Some things to talk about as we work through the fallout of an active baseball Monday...
1) Russell Martin to the Blue Jays
Dominos are falling around baseball, as Buster Olney notes. Multiple writers see the news of Russell Martin signing with the Blue Jays as a sign that interest in Jason Castro could perk up.
They're probably right, too. The same teams that were interested in Martin probably also can see Castro working himself into a top 10 pitch framer who is one year removed for an All-Star offensive season. Plus, he's younger with a little more team control.
With that said, it also raises the price for guys like Hank Conger and Carlos Corporan. As Evan Drellich astutely noted, Conger doesn't make the best platoon partner with Castro because of their handedness at the plate. Could the Astros flip Conger again now that the catching market is taking off? Or, do they get more from some team for Castro now that Martin is off the market?
The obvious match here is with the Cubs, who went hard after Martin and lost. The obvious piece coming back is Starlin Castro, as Houston has a hole at short and the Cubs have at least 120 shortstop prospects at Triple-A.
When was the last time you saw the Astros do something obvious, though? The only sure thing here is that Houston now has a glut of catchers in a market that doesn't have enough. That sets up for something to happen with the Astros catching situation by the winter meetings.
2) Jason Heyward to the Cardinals
The second blockbuster move of the day was the Braves trading Shelby Miller and Tyrone Jenkins to the Braves for Jason Heyward and Jordan Walden. It's a great deal for the Cards in the short term and could be a great deal in the long-term for the Braves.
For the Astros, it creates a little bit of opportunity. For the time being, the Cardinals have too many outfielders. That's not to say they have more than three starting-caliber outfielders, just that they have a few different ones who are at or near major-league level.
That may get fixed by non-tendering Jon Jay, but this piece at FanGraphs suggested the Cards could flip Peter Bourjos for a starting pitcher to supplement the staff. Bourjos certainly would make an interesting addition to the Astros, if he could be had for someone like Brett Oberholtzer. He didn't hit at all last year, but he played excellent defense and could join with Fowler, Marsinick and Springer as a very good defensive outfield unit.
I don't see Bourjos as a likely addition for many reasons. I would, however, like to see the Astros go after Randal Grichuk. The Cards probably won't move the young, talented power hitter, as he's got a lot of control and they could have a starting spot open up as early as next winter.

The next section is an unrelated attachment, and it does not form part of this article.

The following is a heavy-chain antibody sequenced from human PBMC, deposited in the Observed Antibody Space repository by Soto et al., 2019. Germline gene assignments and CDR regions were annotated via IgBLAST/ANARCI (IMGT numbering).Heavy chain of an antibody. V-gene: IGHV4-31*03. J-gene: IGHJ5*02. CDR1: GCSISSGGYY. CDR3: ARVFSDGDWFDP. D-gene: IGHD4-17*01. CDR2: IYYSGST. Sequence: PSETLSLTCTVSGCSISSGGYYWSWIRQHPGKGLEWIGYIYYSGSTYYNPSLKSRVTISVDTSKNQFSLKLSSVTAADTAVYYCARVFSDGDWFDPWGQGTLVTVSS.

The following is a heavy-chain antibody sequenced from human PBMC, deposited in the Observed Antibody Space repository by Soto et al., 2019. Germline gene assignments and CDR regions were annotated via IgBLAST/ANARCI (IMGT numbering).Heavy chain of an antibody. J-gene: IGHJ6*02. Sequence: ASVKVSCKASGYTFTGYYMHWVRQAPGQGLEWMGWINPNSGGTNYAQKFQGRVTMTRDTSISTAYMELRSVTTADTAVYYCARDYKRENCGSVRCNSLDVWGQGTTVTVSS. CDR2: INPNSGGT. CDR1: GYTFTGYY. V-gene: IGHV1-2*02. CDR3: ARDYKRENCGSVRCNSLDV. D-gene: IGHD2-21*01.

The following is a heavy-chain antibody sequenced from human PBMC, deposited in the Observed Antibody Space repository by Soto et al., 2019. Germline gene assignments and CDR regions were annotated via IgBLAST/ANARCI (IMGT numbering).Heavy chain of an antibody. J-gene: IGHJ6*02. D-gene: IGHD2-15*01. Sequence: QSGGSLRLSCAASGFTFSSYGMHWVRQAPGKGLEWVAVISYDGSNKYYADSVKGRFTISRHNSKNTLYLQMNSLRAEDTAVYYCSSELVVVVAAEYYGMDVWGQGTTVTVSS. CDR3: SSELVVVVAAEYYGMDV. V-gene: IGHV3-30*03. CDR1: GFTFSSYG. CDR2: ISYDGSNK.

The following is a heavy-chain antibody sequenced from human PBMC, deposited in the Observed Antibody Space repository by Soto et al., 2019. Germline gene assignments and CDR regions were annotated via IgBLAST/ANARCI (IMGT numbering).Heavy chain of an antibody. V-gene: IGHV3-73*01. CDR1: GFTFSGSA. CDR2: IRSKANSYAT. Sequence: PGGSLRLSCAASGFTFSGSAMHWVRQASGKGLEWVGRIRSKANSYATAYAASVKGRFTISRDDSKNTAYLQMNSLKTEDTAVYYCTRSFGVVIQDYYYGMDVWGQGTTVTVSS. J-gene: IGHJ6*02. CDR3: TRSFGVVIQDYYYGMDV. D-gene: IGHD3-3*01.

Matt Holliday is signed through 2016 and if they lock up Heyward to a long-term deal, where does Grichuk play? Can they let him ride the bench for two years before giving him a starting job? More likely, he spends much of that time at Triple-A, but that could also hurt his development.
Notice in this other FanGraphs article, in a very small sample, Grichuk hit the hardest line drives at Busch Stadium last season. As Blengino notes, that's more a factor of his raw power than his "figuring it out." But, it makes him a very intriguing target.
Adding Grichuk to play left in some sort of time share with Marisnick could enhance the Astros outfield strength. It also sets them up if Fowler leaves in free agency after the season.
Again, this is a deal that isn't likely to happen, because the Cards have all sorts of team control left with Grichuk and could need a starter there before that control expires. But, if I'm the Astros, I at least make the call to check on his availability.
3) Stanton signs massive deal
That 13-year, $325 million deal sets the standard for young players getting massive raises. Expect Heyward to ask for something in that neighborhood (even if its a couple boroughs south of that number).
But, the Marlins showed just how expensive it could get in the future to keep young stars. The Braves showed a little of that last season when they signed Freddie Freeman to that monster deal. Players with MLB track records get expensive quickly.
That's why the Astros try to lock up George Springer, Jon Singleton and will likely try to lock up Carlos Correa to long-term deals. It may not prevent these young guys from getting Stanton-ian deals at some point. But, it does guarantee that the team isn't put in the "will they or won't they" situation the Marlins found themselves in with Stanton.
How much will Carlos Correa get if he meets expectations? If he hits for power and plays good defense at short? Stanton is a right fielder who got over $300 million. Heyward is a right field looking for $200 million. Elvis Andrus, who plays the same position that Correa will, got $120 million a year ago.
If Correa hits his ceiling and doesn't sign a new deal until 2020, he could be looking north of $400 million. There's a lot of "if" in that statement, sure, but you see why the Astros look to lock guys up early. If they can sign Correa to a seven-year, $50 million deal this summer, should they?